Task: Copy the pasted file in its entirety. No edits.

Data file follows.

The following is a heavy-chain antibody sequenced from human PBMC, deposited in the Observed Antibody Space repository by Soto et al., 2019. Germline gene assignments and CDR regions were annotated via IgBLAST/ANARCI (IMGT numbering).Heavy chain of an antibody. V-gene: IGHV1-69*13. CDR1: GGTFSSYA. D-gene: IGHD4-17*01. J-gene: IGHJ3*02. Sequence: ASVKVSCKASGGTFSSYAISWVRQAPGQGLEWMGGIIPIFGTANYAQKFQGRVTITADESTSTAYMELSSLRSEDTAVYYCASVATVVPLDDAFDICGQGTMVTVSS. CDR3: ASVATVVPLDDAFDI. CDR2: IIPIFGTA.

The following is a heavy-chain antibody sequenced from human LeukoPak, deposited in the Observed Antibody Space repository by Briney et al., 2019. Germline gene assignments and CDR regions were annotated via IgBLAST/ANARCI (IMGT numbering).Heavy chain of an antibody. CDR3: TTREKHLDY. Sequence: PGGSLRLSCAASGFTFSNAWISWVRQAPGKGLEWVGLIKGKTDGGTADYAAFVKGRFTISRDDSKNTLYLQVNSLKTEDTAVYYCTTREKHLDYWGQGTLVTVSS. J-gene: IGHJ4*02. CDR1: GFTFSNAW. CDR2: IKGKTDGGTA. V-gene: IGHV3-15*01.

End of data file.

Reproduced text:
The following is a heavy-chain antibody sequenced from human PBMC, deposited in the Observed Antibody Space repository by Soto et al., 2019. Germline gene assignments and CDR regions were annotated via IgBLAST/ANARCI (IMGT numbering).Heavy chain of an antibody. V-gene: IGHV1-69*13. CDR1: GGTFSSYA. D-gene: IGHD4-17*01. J-gene: IGHJ3*02. Sequence: ASVKVSCKASGGTFSSYAISWVRQAPGQGLEWMGGIIPIFGTANYAQKFQGRVTITADESTSTAYMELSSLRSEDTAVYYCASVATVVPLDDAFDICGQGTMVTVSS. CDR3: ASVATVVPLDDAFDI. CDR2: IIPIFGTA.

The following is a heavy-chain antibody sequenced from human LeukoPak, deposited in the Observed Antibody Space repository by Briney et al., 2019. Germline gene assignments and CDR regions were annotated via IgBLAST/ANARCI (IMGT numbering).Heavy chain of an antibody. CDR3: TTREKHLDY. Sequence: PGGSLRLSCAASGFTFSNAWISWVRQAPGKGLEWVGLIKGKTDGGTADYAAFVKGRFTISRDDSKNTLYLQVNSLKTEDTAVYYCTTREKHLDYWGQGTLVTVSS. J-gene: IGHJ4*02. CDR1: GFTFSNAW. CDR2: IKGKTDGGTA. V-gene: IGHV3-15*01.